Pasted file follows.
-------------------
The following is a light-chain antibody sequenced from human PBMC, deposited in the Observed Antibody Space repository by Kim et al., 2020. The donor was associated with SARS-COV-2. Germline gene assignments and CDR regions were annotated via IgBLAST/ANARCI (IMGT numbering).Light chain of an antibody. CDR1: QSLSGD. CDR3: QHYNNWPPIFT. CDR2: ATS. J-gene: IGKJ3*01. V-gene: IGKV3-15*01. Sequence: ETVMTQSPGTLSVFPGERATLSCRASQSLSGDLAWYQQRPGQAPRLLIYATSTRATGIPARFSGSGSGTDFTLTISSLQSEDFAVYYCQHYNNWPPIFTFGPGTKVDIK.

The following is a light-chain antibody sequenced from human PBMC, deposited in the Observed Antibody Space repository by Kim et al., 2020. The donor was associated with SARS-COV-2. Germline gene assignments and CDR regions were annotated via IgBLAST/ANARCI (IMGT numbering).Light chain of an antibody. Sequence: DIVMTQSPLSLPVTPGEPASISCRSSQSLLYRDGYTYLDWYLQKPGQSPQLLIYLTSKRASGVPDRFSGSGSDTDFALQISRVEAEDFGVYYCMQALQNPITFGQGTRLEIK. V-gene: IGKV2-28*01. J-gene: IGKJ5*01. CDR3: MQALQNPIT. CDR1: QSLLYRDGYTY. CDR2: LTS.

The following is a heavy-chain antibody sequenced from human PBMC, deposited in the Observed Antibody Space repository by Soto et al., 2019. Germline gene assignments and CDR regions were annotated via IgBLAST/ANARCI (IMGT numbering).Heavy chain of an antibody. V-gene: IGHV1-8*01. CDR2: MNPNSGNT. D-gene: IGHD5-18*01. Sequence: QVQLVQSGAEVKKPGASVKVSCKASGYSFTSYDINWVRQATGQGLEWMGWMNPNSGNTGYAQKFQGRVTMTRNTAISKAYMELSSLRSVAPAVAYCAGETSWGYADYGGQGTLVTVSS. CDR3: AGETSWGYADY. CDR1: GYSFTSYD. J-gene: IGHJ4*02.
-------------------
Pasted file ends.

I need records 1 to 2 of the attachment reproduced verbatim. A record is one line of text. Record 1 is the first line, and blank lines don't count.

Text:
The following is a light-chain antibody sequenced from human PBMC, deposited in the Observed Antibody Space repository by Kim et al., 2020. The donor was associated with SARS-COV-2. Germline gene assignments and CDR regions were annotated via IgBLAST/ANARCI (IMGT numbering).Light chain of an antibody. CDR1: QSLSGD. CDR3: QHYNNWPPIFT. CDR2: ATS. J-gene: IGKJ3*01. V-gene: IGKV3-15*01. Sequence: ETVMTQSPGTLSVFPGERATLSCRASQSLSGDLAWYQQRPGQAPRLLIYATSTRATGIPARFSGSGSGTDFTLTISSLQSEDFAVYYCQHYNNWPPIFTFGPGTKVDIK.

The following is a light-chain antibody sequenced from human PBMC, deposited in the Observed Antibody Space repository by Kim et al., 2020. The donor was associated with SARS-COV-2. Germline gene assignments and CDR regions were annotated via IgBLAST/ANARCI (IMGT numbering).Light chain of an antibody. Sequence: DIVMTQSPLSLPVTPGEPASISCRSSQSLLYRDGYTYLDWYLQKPGQSPQLLIYLTSKRASGVPDRFSGSGSDTDFALQISRVEAEDFGVYYCMQALQNPITFGQGTRLEIK. V-gene: IGKV2-28*01. J-gene: IGKJ5*01. CDR3: MQALQNPIT. CDR1: QSLLYRDGYTY. CDR2: LTS.